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Tending The Vines In California

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Misty morning start

About five years ago my friend Dave decided to plant a little vineyard of around three acres behind his house. He lives in Sonoma County so conditions are pretty much perfect there and he has already produced a few cases of pinot noir.

The problem is that vines need lots of attention if you want to manage them well and, being a full-time business man, Dave found he couldn’t manage on his own. So he decided to call in the troops, made up, as he says, of all his new best ex friends!

Despite his best efforts to work them to death, however, most people who come once actually come again to toil away in the hot sun and then relax by the pool with good food, wine and company, plus a little music provided live by Dave and some of his guitar and accordion playing campaneros.

Lighthouse Beach

One family had flown from Tennessee just to be there but most of the helpers come from San Francisco to enjoy a weekend in the country. After they’ve finally escaped the Golden Gate Bridge traffic,  they enjoy the gorgeous drive out along Highway One which has the most spectacular ocean views for miles from Mill Valley to Jenna and the Russian River. They stay in ad hoc accommodation at the vineyard, like Airstreams and tents tucked away under trees in the bottom of the garden.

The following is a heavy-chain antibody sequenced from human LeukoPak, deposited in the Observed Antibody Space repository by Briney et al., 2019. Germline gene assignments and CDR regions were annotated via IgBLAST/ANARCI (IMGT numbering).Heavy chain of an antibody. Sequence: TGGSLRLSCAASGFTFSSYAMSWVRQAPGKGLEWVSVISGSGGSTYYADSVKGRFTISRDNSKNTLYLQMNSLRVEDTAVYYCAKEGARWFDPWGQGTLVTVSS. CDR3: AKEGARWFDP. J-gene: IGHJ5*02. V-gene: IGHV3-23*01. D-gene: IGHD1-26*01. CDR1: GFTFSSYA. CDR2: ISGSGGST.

Dave's Meadow

The first time we went we drove through the early morning mist to get there and found all the fruit trees in bloom which was a lovely sight. This time I found a patch of meadow with poppies and nigellas growing among wild grasses.

Work usually starts way too late when the sun is high and the heat is up because no one can get their acts together at a sensible hour. But then everyone hits the vineyards and starts working.

Pruning the vines

When we were there in early spring we trimmed one year old vines down to knee height and lovingly wrapped cardboard protectors around them. We made sure the drip irrigation pipes were connected and cleared away the weeds.

This time we rip away the cardboard protectors and unravel each set of vines to find the strongest one. We cut off all the other stems growing from the base and leave four or five shoots on the main vine. Then we tie all the vines to the poles and clear up all the weeds, cuttings and cardboard protectors. All this in the afternoon heat which has us sweating and puffing and feeling faint and wondering why we are doing this manual labor on a holiday weekend!

It’s an eclectic bunch of people, with lots of italian being spoken in the vineyard which seems to be the right sound for this hot landscape, along with russian, a smattering of yiddish and english in various accents from the west coast to the east and as far away as Zimbabwe. Most of the voices are saying, “****, it’s hot!”

Lunch break

But then there's the pool and people jumping into its cool depths fully clothed. And the cheese and biscuits and brownies, not to mention a glass or two of Dave’s finest. As the sun gets lower in the sky, the music starts and dinner is served at the long table, the chatter gets louder and the sun sets on the newly tended vines and who, in their right mind, would ever want to leave?

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